Attrition: A Nice Gesture

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April 29, 2007: The war on terror is forcing the military to pay very high bonuses to certain specialists. The U.S. Navy, for example, only has a few hundred EOD (Explosive Ordnance Disposal) technicians. Those who have twenty years service, can retire on half pay, and take a safer, but similar, civilian job, and make more than they made while in the navy. The navy has about 150 EOD sailors who are currently eligible to retire. Many of these guys are under pressure from their families to do so, stay in one place and still make a good living. To encourage these sailors to remain in the navy a little longer, they are being offered them bonuses of up to $25,000 a year, for re-enlisting for up to six years. For the most senior EOD specialists, the navy offers a $20,000 bonus for one year. If the navy can get two thirds of these senior NCO EOD specialists to take the bonus deal, they can avoid a manning problem (and be at 95 percent strength in EOD detachments.)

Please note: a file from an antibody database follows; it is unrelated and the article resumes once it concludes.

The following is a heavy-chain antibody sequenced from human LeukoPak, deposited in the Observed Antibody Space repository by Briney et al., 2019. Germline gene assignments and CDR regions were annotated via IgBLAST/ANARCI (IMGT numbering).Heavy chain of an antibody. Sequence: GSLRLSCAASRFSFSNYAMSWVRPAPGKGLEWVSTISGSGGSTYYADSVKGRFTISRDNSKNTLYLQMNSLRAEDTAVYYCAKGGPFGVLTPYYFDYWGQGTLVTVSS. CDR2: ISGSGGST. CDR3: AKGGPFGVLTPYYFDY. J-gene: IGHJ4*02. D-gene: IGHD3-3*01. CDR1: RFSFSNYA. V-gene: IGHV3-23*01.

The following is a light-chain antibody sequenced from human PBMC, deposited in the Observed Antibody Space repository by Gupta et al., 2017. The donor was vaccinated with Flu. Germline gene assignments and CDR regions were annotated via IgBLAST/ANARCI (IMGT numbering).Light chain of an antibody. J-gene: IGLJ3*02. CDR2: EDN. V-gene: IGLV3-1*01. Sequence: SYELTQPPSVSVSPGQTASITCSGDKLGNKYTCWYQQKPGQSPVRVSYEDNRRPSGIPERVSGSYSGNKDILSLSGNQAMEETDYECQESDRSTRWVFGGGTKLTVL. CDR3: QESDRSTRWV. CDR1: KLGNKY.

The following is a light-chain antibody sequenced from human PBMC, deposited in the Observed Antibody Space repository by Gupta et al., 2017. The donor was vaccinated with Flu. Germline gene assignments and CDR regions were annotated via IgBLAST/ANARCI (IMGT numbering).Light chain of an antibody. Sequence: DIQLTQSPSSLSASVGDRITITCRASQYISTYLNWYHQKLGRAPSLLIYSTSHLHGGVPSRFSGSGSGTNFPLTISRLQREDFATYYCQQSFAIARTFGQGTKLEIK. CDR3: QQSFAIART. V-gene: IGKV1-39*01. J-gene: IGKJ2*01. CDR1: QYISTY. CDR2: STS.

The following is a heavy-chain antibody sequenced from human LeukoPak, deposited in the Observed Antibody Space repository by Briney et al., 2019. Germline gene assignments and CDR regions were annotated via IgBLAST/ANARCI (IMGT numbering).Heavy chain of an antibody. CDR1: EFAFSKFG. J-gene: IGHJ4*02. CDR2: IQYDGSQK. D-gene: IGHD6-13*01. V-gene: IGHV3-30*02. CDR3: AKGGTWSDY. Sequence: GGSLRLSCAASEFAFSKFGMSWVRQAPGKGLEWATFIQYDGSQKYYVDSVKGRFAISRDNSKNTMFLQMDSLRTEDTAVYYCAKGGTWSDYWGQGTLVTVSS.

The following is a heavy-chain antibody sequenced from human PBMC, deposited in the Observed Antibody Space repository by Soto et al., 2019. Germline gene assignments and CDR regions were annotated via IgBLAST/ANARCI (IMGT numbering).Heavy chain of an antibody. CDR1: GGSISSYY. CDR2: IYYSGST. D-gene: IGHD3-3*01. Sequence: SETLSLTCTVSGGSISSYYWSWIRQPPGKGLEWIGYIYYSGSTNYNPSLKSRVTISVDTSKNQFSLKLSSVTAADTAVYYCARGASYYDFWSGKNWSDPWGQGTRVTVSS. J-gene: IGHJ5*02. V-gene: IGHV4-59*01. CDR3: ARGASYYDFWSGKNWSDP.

Normally, navy EOD technicians do stay in one place for long periods, and don't undergo much more risk than do civilian EOD teams. But because of the war in Iraq and Afghanistan, navy EOD personnel have been going there to help out the army and marine EOD teams. This means higher casualties and more time away from the family. Retiring at twenty begins to look very attractive. The cash bonuses alone are not what keeps a lot of these veteran sailors in, but also the gesture the bonus offer represents. It says that the navy really, really values your service, and would like you to stick around.

 


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